(Inspired by Monitor Group)

1,000? 10,000? 100,000? In these types of questions, the interviewer doesn’t necessarily want an exact number—he wants to make sure that you understand what’s being asked of you, and that you can set into motion a systematic and logical way to respond.

So, just take a deep breath, and start thinking through the math. (Yes, it’s OK to ask for a pen and paper!) For example, start by estimating the cubic inches of a limo and the volume of a tennis ball (also in cubic inches). Pretend the limo is a box to simplify things for yourself, and just make a note out loud that you’re approximating. Divide one into the other, make allowances for the seats in the limo, and move from there. Even if you don’t know the exact measurements, the real goal is to impress your potential employers with your ability to get to the heart of the problem quickly and with purpose..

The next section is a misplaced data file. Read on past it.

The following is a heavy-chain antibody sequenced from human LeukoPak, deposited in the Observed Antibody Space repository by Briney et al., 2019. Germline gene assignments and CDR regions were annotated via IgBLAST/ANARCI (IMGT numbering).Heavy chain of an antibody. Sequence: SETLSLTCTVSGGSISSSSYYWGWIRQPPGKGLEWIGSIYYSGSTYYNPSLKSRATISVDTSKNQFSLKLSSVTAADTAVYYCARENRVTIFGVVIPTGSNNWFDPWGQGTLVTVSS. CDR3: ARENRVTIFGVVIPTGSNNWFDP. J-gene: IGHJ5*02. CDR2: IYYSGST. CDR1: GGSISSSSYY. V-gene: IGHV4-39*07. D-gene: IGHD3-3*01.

3. How Much Should You Charge to Wash All of the Windows in Montana?

(Inspired by Google)

Remember that not all questions must have a complicated answer. As a matter of fact, with a question like this, most candidates don’t even provide a correct answer. Employers are simply asking the question because it is difficult to prepare for, and they want to see firsthand how quickly you can think on your feet.

Prepared responses may cut it for open-ended questions such as “Tell me about yourself,” or “What are your strengths and weaknesses?” But, employers want to see that you remain calm when you feel uncertain—and that you are able to think outside of the box if they take you “off-script.”

Yes, this question is especially broad—but you could get around that by naming what you consider to be a fair price per window rather trying to figure out the number of windows in the area. Talk it out. You both know that there’s not enough information to get a completely accurate answer, so relax and see where your mind goes.